Hesp, P.A., 2013. A 34 year record of foredune morphodynamics at Dark Point, NSW, Australia In: Conley, D.C., Masselink, G., Russell, P.E. and O'Hare, T.J. (eds.)
Incipient foredunes are formed by æolian deposition in plants on the backshore. They commonly evolve into established foredunes, and are present on many of the world's coasts, yet there are very few medium to long term studies on how they evolve and change over time. An incipient foredune suite has been monitored at Dark Point, NSW, Australia since 1978, providing a 34 year record of dune evolution and dynamics, and therefore representing one of the very few medium term foredune monitoring sites in the world.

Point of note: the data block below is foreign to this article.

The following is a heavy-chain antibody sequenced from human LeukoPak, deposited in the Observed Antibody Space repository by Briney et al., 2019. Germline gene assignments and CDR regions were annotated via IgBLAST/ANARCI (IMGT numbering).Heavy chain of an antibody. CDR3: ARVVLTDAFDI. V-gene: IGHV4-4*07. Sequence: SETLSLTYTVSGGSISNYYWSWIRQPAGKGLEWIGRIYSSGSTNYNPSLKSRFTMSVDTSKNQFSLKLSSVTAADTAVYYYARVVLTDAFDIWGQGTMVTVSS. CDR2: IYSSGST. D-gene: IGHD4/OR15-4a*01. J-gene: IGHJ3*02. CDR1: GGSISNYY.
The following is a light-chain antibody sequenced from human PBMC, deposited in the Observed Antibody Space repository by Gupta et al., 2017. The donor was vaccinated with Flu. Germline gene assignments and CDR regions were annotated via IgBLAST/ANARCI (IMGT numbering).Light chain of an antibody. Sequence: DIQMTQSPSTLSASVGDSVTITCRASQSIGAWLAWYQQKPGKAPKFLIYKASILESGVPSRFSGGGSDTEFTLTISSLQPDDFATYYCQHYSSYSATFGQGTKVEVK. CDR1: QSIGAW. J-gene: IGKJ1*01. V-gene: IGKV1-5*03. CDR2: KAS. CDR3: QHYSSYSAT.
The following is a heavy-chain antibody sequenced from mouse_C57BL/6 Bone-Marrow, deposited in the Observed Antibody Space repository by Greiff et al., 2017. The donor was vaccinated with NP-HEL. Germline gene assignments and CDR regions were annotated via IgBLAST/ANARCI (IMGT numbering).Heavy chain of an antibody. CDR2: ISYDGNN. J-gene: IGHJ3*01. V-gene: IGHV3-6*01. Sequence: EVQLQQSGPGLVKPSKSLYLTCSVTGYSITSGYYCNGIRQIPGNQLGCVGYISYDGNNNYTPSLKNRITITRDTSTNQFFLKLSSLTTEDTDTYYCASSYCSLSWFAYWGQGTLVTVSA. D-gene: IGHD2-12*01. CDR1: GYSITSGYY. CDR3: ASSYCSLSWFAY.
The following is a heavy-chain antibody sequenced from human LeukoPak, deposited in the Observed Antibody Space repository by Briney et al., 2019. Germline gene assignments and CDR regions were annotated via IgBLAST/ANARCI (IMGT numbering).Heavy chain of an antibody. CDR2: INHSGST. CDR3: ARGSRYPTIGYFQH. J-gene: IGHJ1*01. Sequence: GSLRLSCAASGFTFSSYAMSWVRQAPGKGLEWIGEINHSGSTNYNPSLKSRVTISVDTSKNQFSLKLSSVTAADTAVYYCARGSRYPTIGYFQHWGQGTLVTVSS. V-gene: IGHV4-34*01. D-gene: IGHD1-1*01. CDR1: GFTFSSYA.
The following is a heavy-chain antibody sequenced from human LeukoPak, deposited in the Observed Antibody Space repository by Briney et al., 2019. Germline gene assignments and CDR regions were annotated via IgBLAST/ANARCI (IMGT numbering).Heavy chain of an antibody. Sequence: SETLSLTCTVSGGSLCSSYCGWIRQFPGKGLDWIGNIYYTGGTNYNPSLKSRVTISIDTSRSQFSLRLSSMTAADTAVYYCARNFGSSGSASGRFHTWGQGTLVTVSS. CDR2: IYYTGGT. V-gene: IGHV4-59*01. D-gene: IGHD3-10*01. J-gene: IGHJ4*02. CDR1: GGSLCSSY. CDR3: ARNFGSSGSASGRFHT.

The foredune was initiated by the growth of a zone of discrete pioneer plant species (principally Spinifex) on the backshore following the destructive 1974–75 storms. Over a period of 24 years, 5 separate incipient foredunes developed as sediment was gradually returned to the surfzone and beach, and the beach prograded 70m. Sometime after 1998, storms cut back the seawardmost foredune and former foredunes were reactivated landwards of the 1998 foredune. This study demonstrates (i) how incipient foredunes form by both discrete seedling development, and seawards rhizome extension over time, (ii) how ramp and terrace morphologies eventually evolve into ridges, (iii) rates of beach accretion following storm erosion and backshore response, (iv) how wave erosion drives morphological changes and evolutionary sequences on foredunes, (v) the relationships between backshore height, foredune development and sea levels, and (vi) indications for the initiation and evolution of so-called ‘beach ridges'.